Running in the scenic birthplace of modern Australia
It was approaching the spring weekend of November 8th and I was following timeline feeds of friends online who were flying into East Java, embarking on their BTS ultra trail running adventure at Mount Bromo national park. I must admit, I was envious that I couldn’t join the troop this year on account of me starting a new job.
I couldn’t just sit there and do nothing. I had to participate in spirit somehow and go find a trail race to run too! And so I looked up Sydney Trail Series and noted that they had one last spring race scheduled for the same weekend that BTS was taking place. And so I paid AU$55 for the medium distance of 11km (they had 8, 11, 20 and 30km), choosing that category because I had persuaded a friend, Lil – who had never run a trail race in her life – to join me, and so I chose a distance that was doable for both of us (thus reducing the chances that she’d ban me as a friend after).
Sydney Trail Series
The Sydney Trail Series is pretty interesting in that they hold events that only run throughout the southern hemisphere seasons of spring and summer. In the months of Sep-Nov, they hold the spring series in Botany Bay, and then after taking a break for Christmas and New Year, they resume from Jan-Mar with the summer episodes in Manly Dam. If you miss a race for a particular month, you can always join the following month in the season. Or you could join every month, build your way up and upgrade the distances progressively. And you get a discount if you sign up for 2 races, getting the third one free.
Now runners in Australia are crazy fast (maybe powered by years of eating Vegemite and their more inculcated competitive sports culture from young). I’m absolutely back-of-the-pack material but I definitely didn’t want to be dead last because that probability is insanely high here. So I looked up the previous month’s race results to see whereabouts realistically I’d be for the 11km. The first person to finish did it in 45 minutes and the last person completed in 1hour 49mins.
Finishing a trail run is always a bit iffy – because of the uneven terrain and surprises that mother nature throws you along the landscape, it’s a bit harder to target a specific time. However with the information I had from last month’s results, I told myself to aim for anything between a 1:20 and 1:35 completion time.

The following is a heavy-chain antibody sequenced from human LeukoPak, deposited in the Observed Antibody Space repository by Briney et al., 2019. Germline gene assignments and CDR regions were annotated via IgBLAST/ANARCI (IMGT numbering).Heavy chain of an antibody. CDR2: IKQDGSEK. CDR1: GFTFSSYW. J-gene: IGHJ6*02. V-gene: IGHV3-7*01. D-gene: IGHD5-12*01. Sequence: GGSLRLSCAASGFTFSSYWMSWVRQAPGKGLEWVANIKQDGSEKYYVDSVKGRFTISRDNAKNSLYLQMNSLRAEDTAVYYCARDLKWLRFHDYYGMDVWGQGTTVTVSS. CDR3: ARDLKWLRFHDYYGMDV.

Historically sigfinicant venue
The venue of the race was in an area called Kurnell which is home to Botany Bay National Park, about 22 minutes southbound away from the Sydney city centre according to Wikipedia (in reality it actually took us almost an hour). It boasted of spectacular sandstone clifftop views overseeing the ocean as you run down coastline of the park so I was pretty keen to indulge in the scenery. That’s how I got Lilien to sign up for the 11km and not the 8km as she originally planned: I sold her on the coastal views that wouldn’t have been in the route had she gone for the shorter distance (c’mon Lil, you know that extra 3km was worth it!).
I never quite had the time to research into the race venue much, but when it was done I was in awe to learn that the national park is so historically significant. It was actually the peninsular area in which Captain James Cook, the English founder of modern day Australia, first arrived on his ship, HMS Endeavour in 1770. It was also home to the native people of Goorawal and Gweagal, the first Aboriginals to have made contact with the newly arrived Europeans.
Originally Captain James Cook wanted to name the bay Stingray Bay but later changed it to Botany Bay thanks to the botanists who collected unique and bizzarre samples during their expedition. Also, Captain Cook first christened the state New Wales but then changed it to New South Wales. Thus through this eventful landing, Australia was “discovered” by the English (according to history, the Dutch found the continent earlier and called it New Holland, but didn’t bother to explore it) and colonies grew to become what the country is today.